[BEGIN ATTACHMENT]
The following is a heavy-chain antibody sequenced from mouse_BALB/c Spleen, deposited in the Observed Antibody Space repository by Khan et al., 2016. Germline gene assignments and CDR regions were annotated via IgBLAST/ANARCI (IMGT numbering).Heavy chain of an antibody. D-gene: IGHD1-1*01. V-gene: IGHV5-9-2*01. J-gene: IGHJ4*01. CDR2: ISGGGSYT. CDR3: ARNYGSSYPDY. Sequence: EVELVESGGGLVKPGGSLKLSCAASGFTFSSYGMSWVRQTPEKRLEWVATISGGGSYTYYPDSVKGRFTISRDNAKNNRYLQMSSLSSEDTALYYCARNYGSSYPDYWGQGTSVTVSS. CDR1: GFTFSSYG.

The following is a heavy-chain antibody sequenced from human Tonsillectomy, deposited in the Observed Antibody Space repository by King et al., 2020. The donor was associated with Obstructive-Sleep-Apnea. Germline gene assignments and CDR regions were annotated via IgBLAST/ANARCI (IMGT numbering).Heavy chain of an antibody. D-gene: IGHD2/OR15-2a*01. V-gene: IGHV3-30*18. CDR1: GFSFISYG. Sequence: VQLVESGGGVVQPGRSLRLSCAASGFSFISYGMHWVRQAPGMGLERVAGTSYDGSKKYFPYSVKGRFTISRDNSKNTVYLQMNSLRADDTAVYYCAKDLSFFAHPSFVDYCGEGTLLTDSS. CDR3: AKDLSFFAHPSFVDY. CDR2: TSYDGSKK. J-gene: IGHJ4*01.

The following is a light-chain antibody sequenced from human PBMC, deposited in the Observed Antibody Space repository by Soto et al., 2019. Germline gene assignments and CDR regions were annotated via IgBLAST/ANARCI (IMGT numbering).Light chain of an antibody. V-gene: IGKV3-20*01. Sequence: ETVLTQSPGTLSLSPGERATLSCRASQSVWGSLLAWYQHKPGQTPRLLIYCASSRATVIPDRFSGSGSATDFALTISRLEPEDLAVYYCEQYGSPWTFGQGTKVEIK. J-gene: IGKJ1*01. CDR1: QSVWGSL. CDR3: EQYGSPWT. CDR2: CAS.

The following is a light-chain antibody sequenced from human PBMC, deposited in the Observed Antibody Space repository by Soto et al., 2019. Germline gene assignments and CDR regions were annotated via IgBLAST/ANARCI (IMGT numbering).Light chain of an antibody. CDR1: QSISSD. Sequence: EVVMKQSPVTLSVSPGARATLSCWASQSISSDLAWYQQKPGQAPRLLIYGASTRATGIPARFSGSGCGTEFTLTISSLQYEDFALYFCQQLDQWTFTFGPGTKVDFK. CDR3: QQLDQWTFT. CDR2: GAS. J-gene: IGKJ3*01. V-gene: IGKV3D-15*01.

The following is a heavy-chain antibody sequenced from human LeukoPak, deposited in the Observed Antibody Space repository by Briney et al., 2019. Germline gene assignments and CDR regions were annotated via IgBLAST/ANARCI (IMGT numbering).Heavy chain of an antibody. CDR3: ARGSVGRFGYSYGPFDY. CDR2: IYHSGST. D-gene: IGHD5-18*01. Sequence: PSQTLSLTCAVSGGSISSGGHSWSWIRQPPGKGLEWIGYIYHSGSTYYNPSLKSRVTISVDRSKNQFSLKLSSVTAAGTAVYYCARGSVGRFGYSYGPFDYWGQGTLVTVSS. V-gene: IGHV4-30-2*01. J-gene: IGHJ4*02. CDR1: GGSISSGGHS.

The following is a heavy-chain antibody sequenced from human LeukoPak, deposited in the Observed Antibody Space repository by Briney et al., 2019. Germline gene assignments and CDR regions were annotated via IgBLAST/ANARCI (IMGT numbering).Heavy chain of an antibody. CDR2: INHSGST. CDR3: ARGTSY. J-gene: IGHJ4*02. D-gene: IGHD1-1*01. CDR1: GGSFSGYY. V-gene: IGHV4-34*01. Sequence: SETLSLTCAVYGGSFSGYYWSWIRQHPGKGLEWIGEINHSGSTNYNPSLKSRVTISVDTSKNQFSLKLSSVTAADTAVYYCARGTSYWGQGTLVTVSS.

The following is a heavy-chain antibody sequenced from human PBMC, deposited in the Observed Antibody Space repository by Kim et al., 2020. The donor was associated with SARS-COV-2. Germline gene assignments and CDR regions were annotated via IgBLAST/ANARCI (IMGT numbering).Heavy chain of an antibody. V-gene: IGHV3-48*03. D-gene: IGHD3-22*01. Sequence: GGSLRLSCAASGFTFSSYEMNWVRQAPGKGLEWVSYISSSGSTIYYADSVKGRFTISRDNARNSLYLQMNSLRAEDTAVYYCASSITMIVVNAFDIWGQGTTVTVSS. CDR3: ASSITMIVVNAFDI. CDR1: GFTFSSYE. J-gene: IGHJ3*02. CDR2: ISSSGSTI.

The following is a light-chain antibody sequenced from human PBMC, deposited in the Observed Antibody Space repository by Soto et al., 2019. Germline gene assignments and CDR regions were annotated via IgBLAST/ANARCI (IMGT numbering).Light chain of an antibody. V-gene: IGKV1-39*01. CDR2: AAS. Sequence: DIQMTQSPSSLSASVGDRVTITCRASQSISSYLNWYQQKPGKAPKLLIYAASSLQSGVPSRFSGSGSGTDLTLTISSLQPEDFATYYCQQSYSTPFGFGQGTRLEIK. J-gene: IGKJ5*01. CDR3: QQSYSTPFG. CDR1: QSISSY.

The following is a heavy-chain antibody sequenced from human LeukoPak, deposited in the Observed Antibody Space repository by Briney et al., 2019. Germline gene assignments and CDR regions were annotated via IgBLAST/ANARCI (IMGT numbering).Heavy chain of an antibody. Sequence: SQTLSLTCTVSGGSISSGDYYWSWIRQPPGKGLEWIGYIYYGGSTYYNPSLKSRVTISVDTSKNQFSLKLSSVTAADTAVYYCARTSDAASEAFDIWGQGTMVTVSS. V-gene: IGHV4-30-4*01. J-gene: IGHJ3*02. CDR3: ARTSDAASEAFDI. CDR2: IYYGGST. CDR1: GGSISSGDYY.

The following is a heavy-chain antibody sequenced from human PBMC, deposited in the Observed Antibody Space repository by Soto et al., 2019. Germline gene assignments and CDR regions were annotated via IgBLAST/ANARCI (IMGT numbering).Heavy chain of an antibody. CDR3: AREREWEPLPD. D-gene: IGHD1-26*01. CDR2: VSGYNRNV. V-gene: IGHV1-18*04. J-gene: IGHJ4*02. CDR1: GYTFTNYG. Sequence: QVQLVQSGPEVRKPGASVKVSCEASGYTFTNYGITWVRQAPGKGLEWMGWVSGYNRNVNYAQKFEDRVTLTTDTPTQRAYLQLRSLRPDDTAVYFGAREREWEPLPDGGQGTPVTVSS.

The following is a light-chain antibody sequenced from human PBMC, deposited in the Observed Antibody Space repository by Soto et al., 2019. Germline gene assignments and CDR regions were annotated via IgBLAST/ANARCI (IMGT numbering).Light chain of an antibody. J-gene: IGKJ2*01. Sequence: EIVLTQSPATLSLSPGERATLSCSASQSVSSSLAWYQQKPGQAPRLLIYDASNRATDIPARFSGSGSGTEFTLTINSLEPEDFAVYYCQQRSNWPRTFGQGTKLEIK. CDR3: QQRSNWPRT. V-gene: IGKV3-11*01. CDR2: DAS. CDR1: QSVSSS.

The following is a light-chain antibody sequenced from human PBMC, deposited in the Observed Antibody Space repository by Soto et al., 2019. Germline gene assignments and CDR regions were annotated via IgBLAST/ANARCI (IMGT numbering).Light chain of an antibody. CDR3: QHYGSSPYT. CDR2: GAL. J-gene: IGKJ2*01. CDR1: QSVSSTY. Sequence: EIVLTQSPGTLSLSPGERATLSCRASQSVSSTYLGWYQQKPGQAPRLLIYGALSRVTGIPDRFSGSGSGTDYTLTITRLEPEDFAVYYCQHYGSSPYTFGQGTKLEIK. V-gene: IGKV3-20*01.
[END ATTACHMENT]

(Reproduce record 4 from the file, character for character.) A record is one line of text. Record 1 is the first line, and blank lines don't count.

The following is a light-chain antibody sequenced from human PBMC, deposited in the Observed Antibody Space repository by Soto et al., 2019. Germline gene assignments and CDR regions were annotated via IgBLAST/ANARCI (IMGT numbering).Light chain of an antibody. CDR1: QSISSD. Sequence: EVVMKQSPVTLSVSPGARATLSCWASQSISSDLAWYQQKPGQAPRLLIYGASTRATGIPARFSGSGCGTEFTLTISSLQYEDFALYFCQQLDQWTFTFGPGTKVDFK. CDR3: QQLDQWTFT. CDR2: GAS. J-gene: IGKJ3*01. V-gene: IGKV3D-15*01.